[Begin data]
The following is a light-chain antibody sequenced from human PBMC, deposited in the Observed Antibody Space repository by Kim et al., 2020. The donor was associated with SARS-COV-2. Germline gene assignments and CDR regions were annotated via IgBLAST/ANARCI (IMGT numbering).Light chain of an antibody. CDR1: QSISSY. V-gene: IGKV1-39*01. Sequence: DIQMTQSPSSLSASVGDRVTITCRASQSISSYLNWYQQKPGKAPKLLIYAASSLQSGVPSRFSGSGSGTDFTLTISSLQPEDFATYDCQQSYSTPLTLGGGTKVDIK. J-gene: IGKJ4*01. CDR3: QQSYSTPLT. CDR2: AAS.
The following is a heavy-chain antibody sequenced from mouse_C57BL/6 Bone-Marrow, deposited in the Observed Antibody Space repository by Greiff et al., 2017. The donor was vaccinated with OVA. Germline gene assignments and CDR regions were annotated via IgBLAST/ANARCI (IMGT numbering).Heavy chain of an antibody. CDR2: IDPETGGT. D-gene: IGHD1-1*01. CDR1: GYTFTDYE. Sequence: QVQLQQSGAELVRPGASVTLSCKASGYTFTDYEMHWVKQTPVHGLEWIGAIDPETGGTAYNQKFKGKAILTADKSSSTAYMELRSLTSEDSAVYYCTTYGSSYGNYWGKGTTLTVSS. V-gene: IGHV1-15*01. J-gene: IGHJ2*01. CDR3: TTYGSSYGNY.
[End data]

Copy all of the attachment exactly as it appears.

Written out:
The following is a light-chain antibody sequenced from human PBMC, deposited in the Observed Antibody Space repository by Kim et al., 2020. The donor was associated with SARS-COV-2. Germline gene assignments and CDR regions were annotated via IgBLAST/ANARCI (IMGT numbering).Light chain of an antibody. CDR1: QSISSY. V-gene: IGKV1-39*01. Sequence: DIQMTQSPSSLSASVGDRVTITCRASQSISSYLNWYQQKPGKAPKLLIYAASSLQSGVPSRFSGSGSGTDFTLTISSLQPEDFATYDCQQSYSTPLTLGGGTKVDIK. J-gene: IGKJ4*01. CDR3: QQSYSTPLT. CDR2: AAS.
The following is a heavy-chain antibody sequenced from mouse_C57BL/6 Bone-Marrow, deposited in the Observed Antibody Space repository by Greiff et al., 2017. The donor was vaccinated with OVA. Germline gene assignments and CDR regions were annotated via IgBLAST/ANARCI (IMGT numbering).Heavy chain of an antibody. CDR2: IDPETGGT. D-gene: IGHD1-1*01. CDR1: GYTFTDYE. Sequence: QVQLQQSGAELVRPGASVTLSCKASGYTFTDYEMHWVKQTPVHGLEWIGAIDPETGGTAYNQKFKGKAILTADKSSSTAYMELRSLTSEDSAVYYCTTYGSSYGNYWGKGTTLTVSS. V-gene: IGHV1-15*01. J-gene: IGHJ2*01. CDR3: TTYGSSYGNY.